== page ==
As a kid, traveling was never priority for my family. While we did travel, it was viewed more as a leisure activity to get away from our ‘normal’ lives than traveling for the sake of traveling. It was way into adulthood that I started looking at travel as something that not only let me get away from the routine, but, more importantly, broadened my horizons, reshaped my sense of the world and taught me the importance of perspectives. And to my luck, I found a partner who was equally (or more, to be honest!) enthusiastic about traveling and who viewed traveling as a form of learning.
As much as adulthood can be daunting, we barely have a choice when it comes to these things (or maybe we do, but I guess that’s just not me) and as with other wedded couples, my partner and I began pooling our resources and planning our investments. Given our love for traveling, it was no surprise that one of our main buckets of investment was the travel fund. Note that I use the word “investment”. And here’s where you may disagree with me. To many, travel is an expenditure and when viewed as an expense, may not sound necessary or very appealing. But to us, travel is a necessary investment – an investment in ourselves, as the travel blogger Matthew Karsten says.
Travel enriches you and opens your eyes to history, places, cultures, practices, people, ideas and beliefs that you never knew existed. Like the “Jólabókaflóð”, or “Christmas Book Flood,” that takes place every Christmas Eve in Iceland when Icelanders gift each other books and then spend the night reading the book. Or the tradition of slurping your ramen as a sign of appreciation in Japan. At times, travel forces you to confront views that you would otherwise be uncomfortable with. As Cesare Pavese puts it, “traveling is a brutality. It forces you to trust strangers and to lose sight of all that familiar comfort of home and friends. You are constantly off balance.” Whatever be the experience, travelling leaves you changed (for the better mostly), however small or unnoticeable the change may seem. And that is why I feel it is an investment which deserves to be nurtured and given the same amount of importance as your retirement fund or your property fund.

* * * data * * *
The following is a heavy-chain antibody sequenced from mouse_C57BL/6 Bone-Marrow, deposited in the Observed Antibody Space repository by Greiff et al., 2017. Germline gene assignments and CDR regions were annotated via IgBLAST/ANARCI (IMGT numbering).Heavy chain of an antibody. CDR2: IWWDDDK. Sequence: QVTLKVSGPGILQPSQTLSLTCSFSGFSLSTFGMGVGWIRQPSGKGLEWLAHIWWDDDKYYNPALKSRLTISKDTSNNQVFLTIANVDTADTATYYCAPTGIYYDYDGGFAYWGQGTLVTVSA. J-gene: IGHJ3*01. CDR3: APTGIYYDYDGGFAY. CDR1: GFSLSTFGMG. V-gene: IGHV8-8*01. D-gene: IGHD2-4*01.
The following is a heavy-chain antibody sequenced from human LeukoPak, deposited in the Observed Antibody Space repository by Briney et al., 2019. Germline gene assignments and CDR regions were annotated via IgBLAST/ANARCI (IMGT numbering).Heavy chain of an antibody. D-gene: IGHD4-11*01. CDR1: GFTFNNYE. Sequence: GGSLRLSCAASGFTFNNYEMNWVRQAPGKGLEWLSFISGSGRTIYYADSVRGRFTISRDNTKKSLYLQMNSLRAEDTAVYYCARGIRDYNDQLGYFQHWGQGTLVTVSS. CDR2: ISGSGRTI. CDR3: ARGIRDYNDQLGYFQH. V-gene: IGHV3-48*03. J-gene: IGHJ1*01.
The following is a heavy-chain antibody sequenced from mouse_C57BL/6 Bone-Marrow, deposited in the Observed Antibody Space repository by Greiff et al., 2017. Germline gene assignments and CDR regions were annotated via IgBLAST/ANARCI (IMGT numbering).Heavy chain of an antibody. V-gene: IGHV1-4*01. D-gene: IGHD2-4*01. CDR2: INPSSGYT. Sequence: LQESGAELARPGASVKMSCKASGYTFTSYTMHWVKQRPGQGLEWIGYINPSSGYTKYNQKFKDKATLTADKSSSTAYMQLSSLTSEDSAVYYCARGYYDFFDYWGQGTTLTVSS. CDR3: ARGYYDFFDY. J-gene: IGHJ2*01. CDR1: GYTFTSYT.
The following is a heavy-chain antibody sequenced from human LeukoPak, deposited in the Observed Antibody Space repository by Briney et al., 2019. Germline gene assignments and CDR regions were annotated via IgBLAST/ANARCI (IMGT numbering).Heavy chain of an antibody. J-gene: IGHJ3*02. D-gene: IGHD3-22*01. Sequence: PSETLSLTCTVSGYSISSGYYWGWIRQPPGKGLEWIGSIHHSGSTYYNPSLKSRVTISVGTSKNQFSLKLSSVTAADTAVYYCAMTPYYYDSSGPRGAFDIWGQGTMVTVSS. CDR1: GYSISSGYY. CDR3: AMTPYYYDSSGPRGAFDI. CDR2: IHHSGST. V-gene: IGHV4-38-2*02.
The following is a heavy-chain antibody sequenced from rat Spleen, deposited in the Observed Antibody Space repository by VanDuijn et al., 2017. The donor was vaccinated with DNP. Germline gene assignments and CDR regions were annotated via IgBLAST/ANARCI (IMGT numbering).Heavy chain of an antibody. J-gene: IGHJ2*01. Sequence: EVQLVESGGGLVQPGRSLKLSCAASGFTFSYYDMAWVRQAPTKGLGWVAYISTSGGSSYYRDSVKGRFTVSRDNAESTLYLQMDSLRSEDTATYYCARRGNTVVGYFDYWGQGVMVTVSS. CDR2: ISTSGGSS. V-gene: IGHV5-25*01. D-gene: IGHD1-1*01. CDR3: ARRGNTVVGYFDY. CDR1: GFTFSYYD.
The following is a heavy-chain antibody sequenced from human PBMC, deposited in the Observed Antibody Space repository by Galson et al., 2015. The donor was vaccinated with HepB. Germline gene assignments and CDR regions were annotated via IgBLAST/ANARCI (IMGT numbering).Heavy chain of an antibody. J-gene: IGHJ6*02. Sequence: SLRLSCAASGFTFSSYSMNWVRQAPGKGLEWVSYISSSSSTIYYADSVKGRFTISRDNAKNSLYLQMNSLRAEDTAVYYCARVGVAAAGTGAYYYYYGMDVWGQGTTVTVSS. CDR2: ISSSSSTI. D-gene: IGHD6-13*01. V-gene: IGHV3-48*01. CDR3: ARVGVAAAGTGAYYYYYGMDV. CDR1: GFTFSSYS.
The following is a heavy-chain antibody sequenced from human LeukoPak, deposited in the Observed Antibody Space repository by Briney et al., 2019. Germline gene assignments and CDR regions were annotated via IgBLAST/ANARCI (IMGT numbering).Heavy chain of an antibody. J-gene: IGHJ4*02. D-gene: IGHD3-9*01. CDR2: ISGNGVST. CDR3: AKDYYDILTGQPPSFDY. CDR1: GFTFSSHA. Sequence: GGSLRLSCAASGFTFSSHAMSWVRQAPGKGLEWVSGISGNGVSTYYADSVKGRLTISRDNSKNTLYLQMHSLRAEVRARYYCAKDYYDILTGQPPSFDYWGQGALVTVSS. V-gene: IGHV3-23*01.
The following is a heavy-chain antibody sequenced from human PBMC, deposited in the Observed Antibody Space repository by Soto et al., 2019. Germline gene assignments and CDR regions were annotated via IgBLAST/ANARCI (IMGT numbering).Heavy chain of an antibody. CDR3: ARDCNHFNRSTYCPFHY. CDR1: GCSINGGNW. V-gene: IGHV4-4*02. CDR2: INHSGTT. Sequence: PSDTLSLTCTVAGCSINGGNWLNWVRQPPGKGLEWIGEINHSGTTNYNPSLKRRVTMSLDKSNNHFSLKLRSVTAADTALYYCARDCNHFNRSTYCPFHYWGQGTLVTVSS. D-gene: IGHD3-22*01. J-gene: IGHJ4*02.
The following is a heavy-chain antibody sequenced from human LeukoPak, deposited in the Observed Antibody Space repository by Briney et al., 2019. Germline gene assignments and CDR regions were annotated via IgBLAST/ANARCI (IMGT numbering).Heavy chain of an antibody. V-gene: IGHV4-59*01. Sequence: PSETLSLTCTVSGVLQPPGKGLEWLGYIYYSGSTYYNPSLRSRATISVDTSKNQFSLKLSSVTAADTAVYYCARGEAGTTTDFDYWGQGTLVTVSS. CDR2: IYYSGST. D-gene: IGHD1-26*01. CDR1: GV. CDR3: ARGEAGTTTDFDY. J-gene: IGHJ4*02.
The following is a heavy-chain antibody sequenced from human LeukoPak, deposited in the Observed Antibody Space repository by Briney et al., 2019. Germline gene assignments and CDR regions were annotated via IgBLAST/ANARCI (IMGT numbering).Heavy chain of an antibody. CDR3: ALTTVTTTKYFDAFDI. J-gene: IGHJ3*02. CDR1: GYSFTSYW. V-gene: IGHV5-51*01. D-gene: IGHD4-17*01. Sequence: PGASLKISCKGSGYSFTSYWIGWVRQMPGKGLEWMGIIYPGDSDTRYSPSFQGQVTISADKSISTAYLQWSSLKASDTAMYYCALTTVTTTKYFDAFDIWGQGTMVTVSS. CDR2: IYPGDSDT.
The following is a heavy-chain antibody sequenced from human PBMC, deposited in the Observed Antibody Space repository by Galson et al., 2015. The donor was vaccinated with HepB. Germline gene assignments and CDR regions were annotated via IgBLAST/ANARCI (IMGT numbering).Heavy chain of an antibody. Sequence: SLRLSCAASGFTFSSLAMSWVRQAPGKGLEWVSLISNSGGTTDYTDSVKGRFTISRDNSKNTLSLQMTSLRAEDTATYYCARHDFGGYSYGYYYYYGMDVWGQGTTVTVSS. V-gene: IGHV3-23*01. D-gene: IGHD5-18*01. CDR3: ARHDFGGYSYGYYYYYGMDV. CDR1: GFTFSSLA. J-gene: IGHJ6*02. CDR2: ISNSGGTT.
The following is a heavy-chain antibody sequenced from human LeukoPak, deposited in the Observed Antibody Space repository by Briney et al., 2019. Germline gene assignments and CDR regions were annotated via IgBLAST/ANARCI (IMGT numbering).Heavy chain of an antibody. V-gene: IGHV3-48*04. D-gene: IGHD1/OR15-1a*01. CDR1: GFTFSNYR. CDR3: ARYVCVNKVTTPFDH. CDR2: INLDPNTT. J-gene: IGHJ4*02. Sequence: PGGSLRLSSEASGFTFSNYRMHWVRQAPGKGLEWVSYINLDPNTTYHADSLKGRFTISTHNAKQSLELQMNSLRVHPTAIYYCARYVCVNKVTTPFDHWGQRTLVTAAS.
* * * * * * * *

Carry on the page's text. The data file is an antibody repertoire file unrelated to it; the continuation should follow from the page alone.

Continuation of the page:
Like any other investment, traveling requires smart investing. Budgeting right, preparing in advance, and having a clear plan of what you would like to do at your destination goes a long way in saving valuable money. Here are some tips from my experiences traveling in Asia, Europe and North America.
Embrace the kind of traveler you are
Are you a luxury traveler or look for the best budget deals? Do you travel for leisure or adventure? Would you make do with street food and cooking your own meals on travel? Having an idea of what kind of travel is your cup of tea goes a long way in drawing down a budget, and more importantly, sticking to it. If you know what your budget per night for a hotel room is, for instance, that would help you estimate how much you would be willing to spend on accommodation for the entire trip. In this regard, starting from the nitty-gritties and adding them up to a rather accurate budget makes more sense than conjuring up a very rough overall number without having done much research on what the costs of travel in the destination are and trying to fit all your expenditure into this range.